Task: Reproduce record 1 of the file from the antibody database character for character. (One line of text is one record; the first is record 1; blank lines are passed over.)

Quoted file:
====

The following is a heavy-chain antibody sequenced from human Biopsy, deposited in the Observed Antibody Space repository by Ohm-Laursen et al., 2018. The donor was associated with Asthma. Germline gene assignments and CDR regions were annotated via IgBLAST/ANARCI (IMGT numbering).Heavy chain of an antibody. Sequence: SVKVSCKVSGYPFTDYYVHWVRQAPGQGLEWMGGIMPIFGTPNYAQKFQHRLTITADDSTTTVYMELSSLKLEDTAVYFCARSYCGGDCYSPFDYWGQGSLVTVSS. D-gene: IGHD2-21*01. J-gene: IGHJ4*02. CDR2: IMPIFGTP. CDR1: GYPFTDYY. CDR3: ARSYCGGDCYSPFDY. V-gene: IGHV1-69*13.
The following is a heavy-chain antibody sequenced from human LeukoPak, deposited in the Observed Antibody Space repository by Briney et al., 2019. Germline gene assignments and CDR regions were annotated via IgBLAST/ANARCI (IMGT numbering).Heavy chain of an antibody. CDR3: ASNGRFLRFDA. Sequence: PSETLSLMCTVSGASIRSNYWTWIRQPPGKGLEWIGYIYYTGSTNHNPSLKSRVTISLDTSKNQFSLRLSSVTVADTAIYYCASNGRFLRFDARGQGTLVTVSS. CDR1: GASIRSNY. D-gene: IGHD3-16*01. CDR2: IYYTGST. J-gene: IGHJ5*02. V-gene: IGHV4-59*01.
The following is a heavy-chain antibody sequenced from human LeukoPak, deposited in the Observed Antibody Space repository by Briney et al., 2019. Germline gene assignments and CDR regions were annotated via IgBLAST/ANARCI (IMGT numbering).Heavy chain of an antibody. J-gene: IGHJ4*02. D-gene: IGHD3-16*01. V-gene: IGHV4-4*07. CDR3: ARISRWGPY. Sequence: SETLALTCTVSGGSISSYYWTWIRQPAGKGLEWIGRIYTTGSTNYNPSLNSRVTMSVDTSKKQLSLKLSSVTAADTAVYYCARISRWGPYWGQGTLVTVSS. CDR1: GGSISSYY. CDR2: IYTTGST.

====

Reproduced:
The following is a heavy-chain antibody sequenced from human Biopsy, deposited in the Observed Antibody Space repository by Ohm-Laursen et al., 2018. The donor was associated with Asthma. Germline gene assignments and CDR regions were annotated via IgBLAST/ANARCI (IMGT numbering).Heavy chain of an antibody. Sequence: SVKVSCKVSGYPFTDYYVHWVRQAPGQGLEWMGGIMPIFGTPNYAQKFQHRLTITADDSTTTVYMELSSLKLEDTAVYFCARSYCGGDCYSPFDYWGQGSLVTVSS. D-gene: IGHD2-21*01. J-gene: IGHJ4*02. CDR2: IMPIFGTP. CDR1: GYPFTDYY. CDR3: ARSYCGGDCYSPFDY. V-gene: IGHV1-69*13.